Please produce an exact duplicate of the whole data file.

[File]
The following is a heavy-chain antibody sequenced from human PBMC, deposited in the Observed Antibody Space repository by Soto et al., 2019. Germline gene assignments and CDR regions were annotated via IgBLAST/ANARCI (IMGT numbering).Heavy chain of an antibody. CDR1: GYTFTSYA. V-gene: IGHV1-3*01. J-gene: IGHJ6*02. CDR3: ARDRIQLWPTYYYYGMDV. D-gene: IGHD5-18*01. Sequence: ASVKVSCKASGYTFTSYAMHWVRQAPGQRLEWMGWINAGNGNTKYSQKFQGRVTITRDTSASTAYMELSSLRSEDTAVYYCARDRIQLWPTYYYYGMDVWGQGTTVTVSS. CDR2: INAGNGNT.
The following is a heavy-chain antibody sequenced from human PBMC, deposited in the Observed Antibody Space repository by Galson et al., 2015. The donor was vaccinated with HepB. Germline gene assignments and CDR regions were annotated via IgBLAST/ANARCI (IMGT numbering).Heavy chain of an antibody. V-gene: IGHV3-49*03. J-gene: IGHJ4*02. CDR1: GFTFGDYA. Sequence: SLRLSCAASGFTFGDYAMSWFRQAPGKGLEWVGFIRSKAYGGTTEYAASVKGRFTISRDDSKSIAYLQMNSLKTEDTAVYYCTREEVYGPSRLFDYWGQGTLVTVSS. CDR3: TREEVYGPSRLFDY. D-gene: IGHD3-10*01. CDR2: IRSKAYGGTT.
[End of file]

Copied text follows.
The following is a heavy-chain antibody sequenced from human PBMC, deposited in the Observed Antibody Space repository by Soto et al., 2019. Germline gene assignments and CDR regions were annotated via IgBLAST/ANARCI (IMGT numbering).Heavy chain of an antibody. CDR1: GYTFTSYA. V-gene: IGHV1-3*01. J-gene: IGHJ6*02. CDR3: ARDRIQLWPTYYYYGMDV. D-gene: IGHD5-18*01. Sequence: ASVKVSCKASGYTFTSYAMHWVRQAPGQRLEWMGWINAGNGNTKYSQKFQGRVTITRDTSASTAYMELSSLRSEDTAVYYCARDRIQLWPTYYYYGMDVWGQGTTVTVSS. CDR2: INAGNGNT.
The following is a heavy-chain antibody sequenced from human PBMC, deposited in the Observed Antibody Space repository by Galson et al., 2015. The donor was vaccinated with HepB. Germline gene assignments and CDR regions were annotated via IgBLAST/ANARCI (IMGT numbering).Heavy chain of an antibody. V-gene: IGHV3-49*03. J-gene: IGHJ4*02. CDR1: GFTFGDYA. Sequence: SLRLSCAASGFTFGDYAMSWFRQAPGKGLEWVGFIRSKAYGGTTEYAASVKGRFTISRDDSKSIAYLQMNSLKTEDTAVYYCTREEVYGPSRLFDYWGQGTLVTVSS. CDR3: TREEVYGPSRLFDY. D-gene: IGHD3-10*01. CDR2: IRSKAYGGTT.